I’ve been a senior member for Ouds for the last 18 or so years – at first alongside Adam Swift, then with Kirsten Shepherd-Barr and now with Ros Ballaster.
How long have you been working with OUDS for?
At least 18 years – possibly longer, but I can’t remember precisely. I’m finally stepping down this year, as the Proctors have declared that no-one should be a senior member for more than three years – so my retirement is rather overdue.
Were you involved with drama as a student at Oxford?
Not much, sadly. I directed a load of plays at school, but rather lost confidence when faced with the vastness of Oxford drama – I was at Christ Church and there was no low-level way in that I could see. I can’t act to save my life, and taking the leap into directing was too daunting. Then I found rowing, and that was all my spare time for the next decade gone!
What’s your fondest memory of drama at Oxford?
I directed Aphra Behn’s The Rover for the Brasenose Arts Festival and absolutely loved it. It was a complete joy – a really lovely and talented bunch of actors, and incredible fun. The play came together brilliantly in the end. It was an open-air production in the summer. One night was so cold that the audience were freezing but didn’t want to leave. So we found blankets and jackets, and everyone hunkered down to the end.
What’s your favourite play?
Can I have two? The Importance of Being Earnest – I’ve probably read or seen it at least 40 times by now but I love every word of it. W. H. Auden called it “the only purely verbal opera in English” and it’s true – it’s not just brilliantly funny, it’s also has the most perfect rhythms and phrasing. My other favourite has to be Kushner’s Angels in America. It’s angry, urgent and incredibly humane, and still spine-tinglingly innovative.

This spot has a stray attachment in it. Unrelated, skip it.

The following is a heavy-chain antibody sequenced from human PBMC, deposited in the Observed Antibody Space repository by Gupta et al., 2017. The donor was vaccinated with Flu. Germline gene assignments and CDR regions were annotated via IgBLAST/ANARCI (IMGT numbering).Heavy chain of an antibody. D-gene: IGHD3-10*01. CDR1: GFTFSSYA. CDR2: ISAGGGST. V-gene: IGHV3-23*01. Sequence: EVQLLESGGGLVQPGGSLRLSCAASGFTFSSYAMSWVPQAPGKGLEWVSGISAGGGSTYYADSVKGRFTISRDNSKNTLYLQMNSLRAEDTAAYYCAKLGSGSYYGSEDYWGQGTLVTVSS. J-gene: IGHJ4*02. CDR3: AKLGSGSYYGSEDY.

Do you have any heroes in the world of theatre?
So many! Off the top of my head (and heart): Yael Farber, Athol Fu- gard and Tom Stoppard. Yael Farber for some of the most thrilling, moving and emotionally gruelling experiences I’ve had in theatre. Fugard is an incredible playwright and an extraordinary human being. He made theatre a powerful weapon in the fight against apartheid – a weapon that scared the authorities while expressing the incredible power of man’s humanity. He’s compassionate, wise, open, unbelievably generous and inspiringly open about his flaws. And Tom Stoppard, for giving me more pleasure in the theatre than anyone short of Shakespeare. For the intellectual excitement of his plays, the sheer pleasure of thought and joy in language. For the sheer chutzpah of what attempts and the extraordinary brilliance that he so often carries off.
What advice would you give to those who might be reluctant to get involved with Oxford drama?
Get stuck in. Try anything. And don’t be scared. The joy of Oxford drama is not just the range of talent but also the freedom to make mistakes.